Referring back to "High Spade" and his relationship with the Stewart character in "Winchester 73", similarly in "The Far Country" (and without giving any spoilers) Stewart's friendship with the old man played by Walter Brennan is equally noteworthy. They fuss, they bicker, all in a warm yet non-sentimental relationship that is at the heart of the movie.

So glad you have now seen it and loved it as much as I do. Generally considered one of the lesser films in the series - I don't agree.
Best wishes,

11:43 AM  
Blogger Blake Lucas said...

Since you mentioned her name only in passing, I will put in a strong word for Corinne Calvet as Renee. Though there may be a few heroines in the Mann/Stewart movies who are more dramatically complex or strike a deeper note, there isn't one who I enjoy more than her. Such a fresh character, and she is so charming and funny, while "dressing her down" of course only makes her sexier. It's amusing that Jeff doesn't seem to quite get that and I guess I'm always hopeful he will after the fadeout--but, yes, I know, thinking about what happens after the end is something I've said we can't really do and now I'm doing it!

It's great you've seen all the Mann/Stewart Westerns now, Laura, and all on the big screen. There has to be a first time, of course, but even though one can't look forward to that afterwards, my feeling from personal experience is that these movies continue to give as much pleasure when one comes back to them. There aren't many movies in any genre that hold up better--and somehow knowing them only makes one appreciate that all the more.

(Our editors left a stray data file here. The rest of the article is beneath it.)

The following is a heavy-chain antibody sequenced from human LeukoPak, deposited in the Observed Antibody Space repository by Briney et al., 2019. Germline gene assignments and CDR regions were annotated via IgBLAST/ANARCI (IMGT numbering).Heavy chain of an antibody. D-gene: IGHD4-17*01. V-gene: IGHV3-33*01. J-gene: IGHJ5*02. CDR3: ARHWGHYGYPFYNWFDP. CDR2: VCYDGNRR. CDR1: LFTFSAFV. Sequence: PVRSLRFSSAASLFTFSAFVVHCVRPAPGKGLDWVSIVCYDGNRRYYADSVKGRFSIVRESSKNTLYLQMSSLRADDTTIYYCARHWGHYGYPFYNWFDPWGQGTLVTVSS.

1:26 PM  
Blogger Laura said...

Thanks to you all for your comments!

Jacqueline, isn't it great seeing so many wonderful "faces" in a movie like that?

Caftan Woman, I LOL re the coffee! it really is just spectacular on the big screen, one of the best-looking films among the many I've seen.

Jerry, that's a great parallel between High Spade and Ben, I do definitely see that. When Stewart enters the picture he's a bit scary-looking but we know if Ben vouches for him he must be A-OK!

I'm with you, Jerry, I didn't find this a lesser film at all. The playing out of good vs. evil against that stunning backdrop, another fine performance from Stewart, a great cast...loved it! Although I admired THE MAN FROM LARAMIE and especially THE NAKED SPUR, it's the other three Westerns I'll be returning to most often.